The Democratic Party Wants To Change How Tipping Works
For the first time, the party has officially embraced calls to eliminate the law that allows tipped workers to be paid just $2.13 an hour.
If you've never waited tables or run a restaurant, $2.13 likely doesn't mean much to you. But if you have, you might know it's the minimum hourly wage for servers in states where federal minimum wage law applies, with the expectation that tips make up the rest of the $7.25 federal minimum.
If tips aren't enough to bring a worker up to $7.25 an hour, the employer is legally required to pay the difference, although a 2014 White House study found it doesn't always work that way in practice.
On Monday, the Democratic Party's official platform called for an end to the little-known law that allows tipped workers to be paid less than minimum wage. It was the first time such a call has been officially embraced by the Democrats, and the first time the largely overlooked wage law has made it to a national platform.
Hillary Clinton personally championed the reform, according to Paul Booth, Executive Assistant to the President of the American Federation of State, County, and Municipal Employees (AFSCME) union and a member of the Democratic party platform-drafting committee. Clinton had expressed support for reforming the law as early as April, when she visited the worker-run restaurant COLORS in New York on the eve of the state's primary. Booth said the proposal received little pushback during the platform drafting process.
"I can assure you I was hovering over that paragraph very protectively, making sure it was there," he told BuzzFeed News. "But there was no controversy about it. No disagreement."
Saru Jayaraman, Co-Director of the worker advocacy group the Restaurant Opportunities Center, said that "six months ago, we wouldn't have thought this was possible."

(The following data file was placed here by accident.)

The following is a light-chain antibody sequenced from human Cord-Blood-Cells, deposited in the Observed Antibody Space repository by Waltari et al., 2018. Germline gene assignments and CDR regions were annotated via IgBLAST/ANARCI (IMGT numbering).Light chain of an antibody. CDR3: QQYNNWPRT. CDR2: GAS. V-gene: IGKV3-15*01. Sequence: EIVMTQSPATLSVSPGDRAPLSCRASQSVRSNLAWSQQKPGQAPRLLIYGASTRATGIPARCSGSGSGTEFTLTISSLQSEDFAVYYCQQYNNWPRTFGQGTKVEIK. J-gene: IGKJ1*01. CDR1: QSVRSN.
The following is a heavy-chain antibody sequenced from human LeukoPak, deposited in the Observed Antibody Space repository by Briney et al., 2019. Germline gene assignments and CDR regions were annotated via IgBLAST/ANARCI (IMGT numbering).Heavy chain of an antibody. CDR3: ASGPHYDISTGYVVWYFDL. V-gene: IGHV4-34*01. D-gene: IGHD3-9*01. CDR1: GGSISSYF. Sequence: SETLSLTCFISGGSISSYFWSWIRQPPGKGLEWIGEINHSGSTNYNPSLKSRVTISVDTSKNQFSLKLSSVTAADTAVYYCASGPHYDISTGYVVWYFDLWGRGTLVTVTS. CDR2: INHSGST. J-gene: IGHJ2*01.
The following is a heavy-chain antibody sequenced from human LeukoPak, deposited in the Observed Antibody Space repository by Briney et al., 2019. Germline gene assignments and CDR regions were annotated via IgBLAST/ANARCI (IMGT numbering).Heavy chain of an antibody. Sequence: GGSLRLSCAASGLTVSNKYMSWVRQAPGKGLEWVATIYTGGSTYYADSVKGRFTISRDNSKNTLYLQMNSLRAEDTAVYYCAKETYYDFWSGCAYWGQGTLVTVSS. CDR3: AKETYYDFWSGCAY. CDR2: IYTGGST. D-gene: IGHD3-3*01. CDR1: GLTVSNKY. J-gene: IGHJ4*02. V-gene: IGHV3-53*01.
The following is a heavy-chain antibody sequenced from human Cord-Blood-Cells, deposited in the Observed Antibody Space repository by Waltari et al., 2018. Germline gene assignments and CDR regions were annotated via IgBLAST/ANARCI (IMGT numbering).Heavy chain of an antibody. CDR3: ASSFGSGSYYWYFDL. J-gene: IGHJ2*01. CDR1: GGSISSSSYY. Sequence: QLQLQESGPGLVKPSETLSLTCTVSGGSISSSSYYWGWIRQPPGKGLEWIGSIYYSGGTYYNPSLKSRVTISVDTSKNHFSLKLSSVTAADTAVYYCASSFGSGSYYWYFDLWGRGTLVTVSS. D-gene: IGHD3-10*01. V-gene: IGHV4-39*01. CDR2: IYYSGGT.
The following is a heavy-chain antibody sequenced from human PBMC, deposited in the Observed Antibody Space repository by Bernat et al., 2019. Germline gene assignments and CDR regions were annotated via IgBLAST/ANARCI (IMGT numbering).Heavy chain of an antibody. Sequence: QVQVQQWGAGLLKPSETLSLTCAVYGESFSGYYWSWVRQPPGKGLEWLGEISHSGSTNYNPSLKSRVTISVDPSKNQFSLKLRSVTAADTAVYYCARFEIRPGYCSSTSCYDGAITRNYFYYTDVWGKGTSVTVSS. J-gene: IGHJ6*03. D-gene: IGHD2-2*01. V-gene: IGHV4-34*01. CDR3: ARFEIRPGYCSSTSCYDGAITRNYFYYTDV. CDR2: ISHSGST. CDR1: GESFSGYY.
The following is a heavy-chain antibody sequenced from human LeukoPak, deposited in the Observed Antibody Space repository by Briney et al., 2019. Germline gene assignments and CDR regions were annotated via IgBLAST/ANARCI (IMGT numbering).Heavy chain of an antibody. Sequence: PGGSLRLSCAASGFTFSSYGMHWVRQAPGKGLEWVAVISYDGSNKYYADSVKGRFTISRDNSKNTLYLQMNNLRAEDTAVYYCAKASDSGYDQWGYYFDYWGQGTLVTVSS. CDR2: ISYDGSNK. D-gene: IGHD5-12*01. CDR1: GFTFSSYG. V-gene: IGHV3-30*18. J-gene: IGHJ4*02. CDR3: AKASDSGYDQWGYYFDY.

Jayaraman credited Clinton, her top policy advisor Ann O'Leary, ROC's advocacy and other worker groups for pushing the issue onto the national agenda. Tipping practices also received a wave of media coverage last fall, when star restaurateur Danny Meyer pledged to end tipping at his restaurants.
The move by the Democrats comes after years of high-profile activism calling for an increase to the minimum wage and better pay and conditions for low-wage workers.
"The platform drafters were interested in capturing the contemporary mainstream consensus on economics and other subject matter for 2016 Democrats," Booth said. "The fact that it's in there is a reflection of where opinion among Democrats has moved."
Booth and Jayaraman both said that the Bernie Sanders campaign was also instrumental in pushing the party to the left. In addition to the sub-minimum tipped wage, the final Democratic party platform calls for ending legislation that lets employers pay sub-minimum wages to people with disabilities, a similarly obscure law that advocates have focused on reforming in recent years.